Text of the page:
I was there for 5 minutes before a full screen Quicksprout advert came up with two super large buttons asking if I wanted to receive a free report.

        If I click yes then that is a success in your metrics, I might click that just to close it down so I can actually read the article.

        The one thing is for sure as that website to me is dreadful, it bombarded me with unwanted spam and ruined my experience. I may click ‘yes’ to get rid of your ad box, I will never return.

        Think of the people, not the clicks.

      • James

        So I came here on an obviously incorrect google search looking for a way to prevent sites from displaying modal overlays.

        Showing them when I first show up to a page is going to annoy me. Showing them when I try to leave will ensure I never return to a site.

  4. Paul Potratz

    Great article! Exit Overlays is in fact controversial. We have a technology called Exit Gadget and we promote it on Facebook and it’s amazing the negative comments we get from strangers that know nothing about marketing nor conversion. We are seeing conversion on clients sites from 1.26% to 7.83%. Exit gadget makes perfect sense… it’s the same concept as trying to close the sale in a showroom when someone is getting ready to walk. Again Great Article! Paul

  5. john burnett

    Overlays are those popup thingies that you have to click to get back to the page or to dismiss the page? THEY ARE SHEER EVIL!!! i not only close the page, I WILL NEVER VISIT THAT SITE AGAIN!!! They are intrusive, presumptuous, and (OB)NOXIOUS.


    • Angus Lynch

      Hey John,

      What we’re talking about here are exit overlays, which do not populate during active browsing sessions, nor do they inhibit any functionality (e.g. the ‘Back’ button) on the site.

  6. Nico C

    Excellent article… I’ve been looking to implement this for some time now and I think this just bumped it up to the top of my priority list!
    Fantastic graphics in this article BTW…

  7. Angus Lynch

    Hey Nico – Thanks, glad you like the article. Drop me a line if you’d ever like to discuss implementation in further detail.

  8. Martin Ray-Jones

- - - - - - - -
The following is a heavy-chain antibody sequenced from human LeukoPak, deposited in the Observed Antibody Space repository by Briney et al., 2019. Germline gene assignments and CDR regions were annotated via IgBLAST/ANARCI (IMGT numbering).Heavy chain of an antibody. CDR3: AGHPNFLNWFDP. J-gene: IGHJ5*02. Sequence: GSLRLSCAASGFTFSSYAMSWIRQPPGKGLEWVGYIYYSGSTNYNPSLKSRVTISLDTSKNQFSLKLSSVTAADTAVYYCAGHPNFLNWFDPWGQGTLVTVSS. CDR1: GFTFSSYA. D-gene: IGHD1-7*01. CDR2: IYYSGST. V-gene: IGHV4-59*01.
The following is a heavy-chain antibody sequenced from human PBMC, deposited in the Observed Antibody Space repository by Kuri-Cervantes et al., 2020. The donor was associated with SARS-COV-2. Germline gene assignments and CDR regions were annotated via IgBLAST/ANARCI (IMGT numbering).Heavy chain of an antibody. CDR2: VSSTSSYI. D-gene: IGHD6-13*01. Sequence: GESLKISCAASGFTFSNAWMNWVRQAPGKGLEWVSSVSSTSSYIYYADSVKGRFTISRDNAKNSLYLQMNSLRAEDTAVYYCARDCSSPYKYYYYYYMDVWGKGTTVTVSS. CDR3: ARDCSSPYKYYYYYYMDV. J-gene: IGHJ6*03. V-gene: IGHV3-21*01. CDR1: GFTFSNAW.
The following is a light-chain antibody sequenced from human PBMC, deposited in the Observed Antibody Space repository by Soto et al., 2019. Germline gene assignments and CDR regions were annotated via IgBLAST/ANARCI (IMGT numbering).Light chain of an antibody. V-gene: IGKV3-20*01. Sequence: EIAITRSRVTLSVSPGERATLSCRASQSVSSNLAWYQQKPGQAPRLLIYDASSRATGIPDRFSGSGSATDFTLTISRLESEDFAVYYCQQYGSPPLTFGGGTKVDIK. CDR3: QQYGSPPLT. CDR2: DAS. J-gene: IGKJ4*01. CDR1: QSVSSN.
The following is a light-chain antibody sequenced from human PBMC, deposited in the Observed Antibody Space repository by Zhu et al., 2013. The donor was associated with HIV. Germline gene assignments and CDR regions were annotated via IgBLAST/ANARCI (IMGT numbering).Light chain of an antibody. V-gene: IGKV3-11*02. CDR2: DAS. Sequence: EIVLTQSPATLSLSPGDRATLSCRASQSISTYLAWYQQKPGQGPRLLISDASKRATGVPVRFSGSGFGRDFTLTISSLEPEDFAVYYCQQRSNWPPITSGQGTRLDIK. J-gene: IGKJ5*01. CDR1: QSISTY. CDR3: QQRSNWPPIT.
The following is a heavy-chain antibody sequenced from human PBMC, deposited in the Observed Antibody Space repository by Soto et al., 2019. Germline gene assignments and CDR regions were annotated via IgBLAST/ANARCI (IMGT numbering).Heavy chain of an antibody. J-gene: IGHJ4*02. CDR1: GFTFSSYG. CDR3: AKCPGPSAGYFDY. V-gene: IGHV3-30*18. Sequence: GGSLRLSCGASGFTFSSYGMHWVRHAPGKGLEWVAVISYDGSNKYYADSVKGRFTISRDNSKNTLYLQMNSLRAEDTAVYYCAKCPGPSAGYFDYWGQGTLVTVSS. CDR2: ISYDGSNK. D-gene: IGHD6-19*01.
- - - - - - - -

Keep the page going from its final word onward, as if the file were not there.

I appreciate the boost in conversion numbers, which is difficult to ignore, but I think you have to be quite careful when you’re using tactics like exit overlays. When you’re deciding exactly what the second offer should say, keep in mind two things:

    1. The user decided to leave your landing page, and the fact that they signed up after intending to leave might mean you have a conversion that is lower quality in the long term compared to someone who signed up right away.

    2. If the second offer tries too hard to sweeten the deal or add urgency, it can lead to mistrust. I’ve seen tactics like claiming there’s only 1 spot available, or giving a time-limited 90% discount, which only make me question the authenticity of the whole site.

    I haven’t tried using them myself, but I am generally against interruption tactics in online marketing because it can only affect user experience negatively, so this is definitely a controversial area.

    • Angus Lynch

      Hey Martin,

      Thanks for the very well thought out comment, you make great points.

      For your first point, I would argue that the most valuable customers are cultivated over time, not with just 1 interaction (the rule of 7). Since an exit overlay is often employed for email capture, this can provide the marketer with an opportunity to build trust and convey value over time.

      Absolutely agree on the second point. Disingenuous claims about time-sensitivity or absurd discounts can kill trust and dilute the value of your products. The offer needs to add value in a way that avoids this.

      As for interrupting, I will again state that exit overlays do not interrupt active browsing sessions. I would compare them to a salesperson standing at the exit of a store, pitching exiting customers on a great deal, but in no way blocking their path of exit (navigation is not interrupted).

      With your comments in mind, here’s what I would suggest for avoiding low-value conversions and/or diluting the value of your products/brand:

      1. Make sure your measurements are set up properly, so that if people are not responding to an exit overlay on your page, you can take it down immediately. A high engagement rate is a good indication that users aren’t bothered by the messaging.